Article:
Secrets of cooking with beans

Cooking with Dried Beans

Beans are a misunderstood and maligned food. They are perfectly wonderful once you know how to cook with them. Although they take a long time to cook, they require very little attention, which means they actually take very little of your time. The variety of dried beans is astonishing with dozens from which to choose. Some are strongly associated with various ethnic cuisines, such as pinto and black beans with Mexican food and lentils and garbanzo beans with Indian cuisine. Many can simply be cooked with a few spices and a little salt for a very easy dinner. Others can be added to soups, such as chili and minestrone. Beans can be used for lunches or dinners, as a side dish, main dish, or snack.

Although a can of beans seems to be cheap enough, usually costing a dollar or less, you can save about 75 percent if you cook dried beans. To make life even more convenient, cook large amounts of beans and then freeze them for quick meals later. And cooking beans is an easy process – just the instructions below.

Cooking Dried Beans

  1. Pour the desired amount (based on the recipe or how you plan to use them) onto a flat surface and sort through the beans to make sure there are no little dirt clods or stones that passed through the harvesting equipment.
  2.  Rinse the beans in a colander. Put them in a pot.
  3.  Cover the beans with water and add the same amount of water so that if the beans are two inches deep in the pot, you’ll have four inches of water in the pot.
  4. To save time and money, buy beans in bulk and cook as many as you can at one time. Using your largest pot, fill it one-third full of beans, then two-thirds full of water.
  5.  Soak the beans as needed. While the larger beans, such as kidney and garbanzo beans, need to be soaked overnight to shorten the cooking time, smaller legumes, such as split peas and lentils, can be cooked in less than an hour without soaking.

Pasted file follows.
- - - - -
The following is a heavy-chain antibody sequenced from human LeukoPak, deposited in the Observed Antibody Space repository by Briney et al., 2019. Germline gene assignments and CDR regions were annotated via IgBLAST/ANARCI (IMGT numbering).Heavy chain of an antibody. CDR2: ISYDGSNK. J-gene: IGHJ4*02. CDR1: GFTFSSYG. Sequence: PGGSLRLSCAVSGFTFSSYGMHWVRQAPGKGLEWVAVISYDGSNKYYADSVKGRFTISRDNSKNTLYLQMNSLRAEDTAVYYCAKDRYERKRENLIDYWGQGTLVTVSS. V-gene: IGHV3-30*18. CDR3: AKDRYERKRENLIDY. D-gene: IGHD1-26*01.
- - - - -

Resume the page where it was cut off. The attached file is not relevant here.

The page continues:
6. If the beans require soaking, you can soak them overnight, or if you need them sooner, bring the water to a boil, turn off the heat, cover the pot, and let the beans sit in the hot water for two or three hours.
  7. Cook the beans in enough water to cover them by two inches. You may need to add water if the level has dropped during soaking. Cook covered over a low heat until done. If your stove burner cannot be turned down low enough to keep the pot from boiling over, you may need to tip the lid to let steam escape.

Cooking times for beans will depend on a few factors. The larger the bean, the longer it takes to cook. Smaller beans, such as pintos or black beans, will only take one or two hours to cook. Larger beans, like kidneys and garbanzos, may take closer to three hours. The older the beans, the more they have dried out and the longer they will take to cook. Beans will also take more time to cook in hard water or when salt or tomato sauce is added to the pot before the beans are cooked.

Cook beans in large quantities and store them in the freezer in various sized containers, based upon their intended use. For example, I store pinto beans, which will be used in burritos or my Tamale Pie recipe, in four-cup containers. I store cooked white and red beans for making spreads in two-cup containers. When I’m planning to use black beans in a Mexican bean casserole, I store them in a seven-cup container.

This is a excerpt from Ecothrifty: Cheaper, Greener Choices for a Happier Healthier Life by Deborah Niemann.

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